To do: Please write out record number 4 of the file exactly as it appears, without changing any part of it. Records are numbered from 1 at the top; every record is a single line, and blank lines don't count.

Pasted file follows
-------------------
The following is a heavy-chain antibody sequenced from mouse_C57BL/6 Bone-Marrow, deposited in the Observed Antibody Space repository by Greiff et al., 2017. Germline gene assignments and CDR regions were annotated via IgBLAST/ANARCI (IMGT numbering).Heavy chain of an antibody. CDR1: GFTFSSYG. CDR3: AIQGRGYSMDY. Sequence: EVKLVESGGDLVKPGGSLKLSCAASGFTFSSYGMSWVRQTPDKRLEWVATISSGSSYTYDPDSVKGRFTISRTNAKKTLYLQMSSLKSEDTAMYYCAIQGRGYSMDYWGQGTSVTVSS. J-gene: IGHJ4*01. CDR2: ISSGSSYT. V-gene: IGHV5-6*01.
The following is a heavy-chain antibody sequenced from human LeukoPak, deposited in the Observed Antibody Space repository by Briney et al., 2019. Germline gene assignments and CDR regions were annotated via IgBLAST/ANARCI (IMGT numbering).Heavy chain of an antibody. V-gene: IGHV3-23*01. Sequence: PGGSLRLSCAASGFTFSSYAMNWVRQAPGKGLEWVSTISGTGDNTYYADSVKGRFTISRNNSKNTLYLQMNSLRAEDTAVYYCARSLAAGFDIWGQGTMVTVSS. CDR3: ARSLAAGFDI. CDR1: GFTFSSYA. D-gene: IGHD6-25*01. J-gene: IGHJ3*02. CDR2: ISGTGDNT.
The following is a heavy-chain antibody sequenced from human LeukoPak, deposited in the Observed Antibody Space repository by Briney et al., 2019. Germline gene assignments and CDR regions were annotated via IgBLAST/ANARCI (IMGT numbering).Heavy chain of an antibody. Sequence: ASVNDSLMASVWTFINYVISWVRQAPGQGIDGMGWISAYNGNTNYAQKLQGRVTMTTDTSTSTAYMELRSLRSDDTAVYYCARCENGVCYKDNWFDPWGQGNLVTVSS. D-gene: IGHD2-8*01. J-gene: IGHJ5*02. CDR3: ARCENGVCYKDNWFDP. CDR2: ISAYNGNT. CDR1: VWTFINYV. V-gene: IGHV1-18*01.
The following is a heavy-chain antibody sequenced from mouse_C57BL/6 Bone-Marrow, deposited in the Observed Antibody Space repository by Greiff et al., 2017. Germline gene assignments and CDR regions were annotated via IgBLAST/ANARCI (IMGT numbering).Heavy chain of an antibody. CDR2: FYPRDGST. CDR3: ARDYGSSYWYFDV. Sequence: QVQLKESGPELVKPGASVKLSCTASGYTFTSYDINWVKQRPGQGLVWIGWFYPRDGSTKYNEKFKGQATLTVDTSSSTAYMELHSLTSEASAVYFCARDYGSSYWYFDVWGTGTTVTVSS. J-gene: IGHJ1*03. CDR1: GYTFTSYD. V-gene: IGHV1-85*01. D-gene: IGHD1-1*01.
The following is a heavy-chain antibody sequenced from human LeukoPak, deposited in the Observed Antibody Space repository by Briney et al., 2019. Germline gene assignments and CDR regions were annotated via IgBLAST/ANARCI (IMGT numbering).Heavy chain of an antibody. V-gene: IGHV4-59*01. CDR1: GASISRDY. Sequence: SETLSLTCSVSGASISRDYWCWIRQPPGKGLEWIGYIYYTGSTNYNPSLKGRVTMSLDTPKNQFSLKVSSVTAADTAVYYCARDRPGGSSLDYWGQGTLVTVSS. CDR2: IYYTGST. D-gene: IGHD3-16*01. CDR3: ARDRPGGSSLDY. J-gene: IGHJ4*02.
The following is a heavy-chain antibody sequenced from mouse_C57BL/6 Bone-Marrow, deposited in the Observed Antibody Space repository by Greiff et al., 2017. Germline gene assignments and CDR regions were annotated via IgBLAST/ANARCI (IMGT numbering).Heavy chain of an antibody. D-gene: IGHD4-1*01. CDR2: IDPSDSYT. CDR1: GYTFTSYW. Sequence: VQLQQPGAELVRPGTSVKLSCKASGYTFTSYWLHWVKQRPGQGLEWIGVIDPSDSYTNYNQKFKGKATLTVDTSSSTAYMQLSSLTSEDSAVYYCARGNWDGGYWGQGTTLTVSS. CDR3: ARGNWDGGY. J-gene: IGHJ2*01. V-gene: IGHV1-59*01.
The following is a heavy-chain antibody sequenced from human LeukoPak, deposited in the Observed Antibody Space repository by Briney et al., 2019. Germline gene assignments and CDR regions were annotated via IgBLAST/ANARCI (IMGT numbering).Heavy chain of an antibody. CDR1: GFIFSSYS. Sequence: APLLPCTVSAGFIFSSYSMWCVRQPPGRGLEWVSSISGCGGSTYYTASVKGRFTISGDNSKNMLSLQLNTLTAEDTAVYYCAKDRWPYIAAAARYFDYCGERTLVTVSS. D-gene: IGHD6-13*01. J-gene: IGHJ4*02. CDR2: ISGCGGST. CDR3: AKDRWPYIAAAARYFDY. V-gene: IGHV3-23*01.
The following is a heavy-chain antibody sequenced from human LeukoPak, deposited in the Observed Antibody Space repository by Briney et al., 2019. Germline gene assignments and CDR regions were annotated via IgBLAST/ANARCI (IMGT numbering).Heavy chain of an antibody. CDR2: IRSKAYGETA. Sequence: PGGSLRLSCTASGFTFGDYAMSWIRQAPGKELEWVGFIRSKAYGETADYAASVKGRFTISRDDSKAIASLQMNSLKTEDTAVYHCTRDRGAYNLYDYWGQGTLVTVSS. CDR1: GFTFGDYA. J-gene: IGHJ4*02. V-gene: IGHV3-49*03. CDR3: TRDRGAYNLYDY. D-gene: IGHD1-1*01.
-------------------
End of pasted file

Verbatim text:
The following is a heavy-chain antibody sequenced from mouse_C57BL/6 Bone-Marrow, deposited in the Observed Antibody Space repository by Greiff et al., 2017. Germline gene assignments and CDR regions were annotated via IgBLAST/ANARCI (IMGT numbering).Heavy chain of an antibody. CDR2: FYPRDGST. CDR3: ARDYGSSYWYFDV. Sequence: QVQLKESGPELVKPGASVKLSCTASGYTFTSYDINWVKQRPGQGLVWIGWFYPRDGSTKYNEKFKGQATLTVDTSSSTAYMELHSLTSEASAVYFCARDYGSSYWYFDVWGTGTTVTVSS. J-gene: IGHJ1*03. CDR1: GYTFTSYD. V-gene: IGHV1-85*01. D-gene: IGHD1-1*01.